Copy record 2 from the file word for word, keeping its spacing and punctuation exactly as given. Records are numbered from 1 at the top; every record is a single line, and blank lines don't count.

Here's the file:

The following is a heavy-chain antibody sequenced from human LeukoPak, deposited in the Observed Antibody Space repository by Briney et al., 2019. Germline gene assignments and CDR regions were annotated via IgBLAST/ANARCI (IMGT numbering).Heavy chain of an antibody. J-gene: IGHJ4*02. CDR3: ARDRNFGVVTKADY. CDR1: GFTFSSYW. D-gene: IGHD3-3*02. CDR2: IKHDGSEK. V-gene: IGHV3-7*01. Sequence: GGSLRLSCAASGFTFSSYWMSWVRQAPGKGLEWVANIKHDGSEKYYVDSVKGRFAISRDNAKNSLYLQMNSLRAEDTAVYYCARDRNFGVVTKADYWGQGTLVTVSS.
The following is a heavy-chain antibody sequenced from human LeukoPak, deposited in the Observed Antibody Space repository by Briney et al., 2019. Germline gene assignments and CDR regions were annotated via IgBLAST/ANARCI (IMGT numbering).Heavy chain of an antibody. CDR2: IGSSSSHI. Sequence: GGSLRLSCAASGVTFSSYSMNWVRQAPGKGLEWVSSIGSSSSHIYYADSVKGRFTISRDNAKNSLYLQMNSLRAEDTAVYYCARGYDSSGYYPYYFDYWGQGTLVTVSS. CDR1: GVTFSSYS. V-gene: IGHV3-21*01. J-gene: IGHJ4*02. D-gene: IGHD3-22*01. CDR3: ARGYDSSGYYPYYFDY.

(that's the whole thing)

The following is a heavy-chain antibody sequenced from human LeukoPak, deposited in the Observed Antibody Space repository by Briney et al., 2019. Germline gene assignments and CDR regions were annotated via IgBLAST/ANARCI (IMGT numbering).Heavy chain of an antibody. CDR2: IGSSSSHI. Sequence: GGSLRLSCAASGVTFSSYSMNWVRQAPGKGLEWVSSIGSSSSHIYYADSVKGRFTISRDNAKNSLYLQMNSLRAEDTAVYYCARGYDSSGYYPYYFDYWGQGTLVTVSS. CDR1: GVTFSSYS. V-gene: IGHV3-21*01. J-gene: IGHJ4*02. D-gene: IGHD3-22*01. CDR3: ARGYDSSGYYPYYFDY.